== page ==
There is advice for students to help them decide what may be right for them, advice to secondary school teachers for preparing students with the skills they will need and advice to the parents to help their child succeed, much of which centers on "letting go" and building independence. Funding is also looked at.
Although the book is not specific to Down syndrome, it is relevant to those who are interested in continuing education of any kind after high school. Some of the advice could be of use to any student with or without a disability moving away from parents. There are good references and recommended reading and also a list of resources but the resources are probably more useful to Americans.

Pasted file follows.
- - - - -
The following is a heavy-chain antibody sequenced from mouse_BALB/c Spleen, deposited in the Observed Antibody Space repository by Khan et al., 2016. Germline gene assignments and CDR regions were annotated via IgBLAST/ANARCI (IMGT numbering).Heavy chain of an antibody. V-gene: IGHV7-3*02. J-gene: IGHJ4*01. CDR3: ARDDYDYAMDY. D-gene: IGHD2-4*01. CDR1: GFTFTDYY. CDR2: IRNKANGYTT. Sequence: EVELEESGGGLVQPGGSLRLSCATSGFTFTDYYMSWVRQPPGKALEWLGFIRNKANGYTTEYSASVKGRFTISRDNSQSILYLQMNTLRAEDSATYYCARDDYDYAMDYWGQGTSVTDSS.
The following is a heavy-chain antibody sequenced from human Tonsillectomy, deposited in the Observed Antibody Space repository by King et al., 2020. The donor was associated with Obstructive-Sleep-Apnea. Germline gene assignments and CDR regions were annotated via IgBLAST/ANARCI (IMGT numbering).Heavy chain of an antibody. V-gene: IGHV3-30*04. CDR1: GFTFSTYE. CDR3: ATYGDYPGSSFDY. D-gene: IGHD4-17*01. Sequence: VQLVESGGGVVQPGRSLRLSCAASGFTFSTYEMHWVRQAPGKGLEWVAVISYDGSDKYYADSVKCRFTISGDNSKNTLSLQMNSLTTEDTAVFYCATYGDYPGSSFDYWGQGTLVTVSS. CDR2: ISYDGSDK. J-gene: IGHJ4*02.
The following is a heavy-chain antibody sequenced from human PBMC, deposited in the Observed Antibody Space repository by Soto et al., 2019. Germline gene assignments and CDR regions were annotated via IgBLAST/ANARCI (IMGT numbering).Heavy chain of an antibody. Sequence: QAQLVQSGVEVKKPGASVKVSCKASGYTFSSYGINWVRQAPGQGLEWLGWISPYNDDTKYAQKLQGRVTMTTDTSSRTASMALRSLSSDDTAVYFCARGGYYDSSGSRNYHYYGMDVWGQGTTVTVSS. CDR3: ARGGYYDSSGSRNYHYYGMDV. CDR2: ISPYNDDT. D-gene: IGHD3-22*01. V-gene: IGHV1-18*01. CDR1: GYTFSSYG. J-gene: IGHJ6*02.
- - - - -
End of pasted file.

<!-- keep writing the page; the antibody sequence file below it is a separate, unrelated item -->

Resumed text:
I think it is a good companion to the Down syndrome transition handbook by Jo Ann Simons (reviewed here) for students about to finish high school and their families who are ready to think about options for the future. Keep an eye out for an article by Patricia O'Brien in the next (December) issue of Voice about a tertiary program at Trinity College in Dublin and the postsecondary education in Australia.
If you'd like to borrow The power to spring up or anything else in the library, just call or email.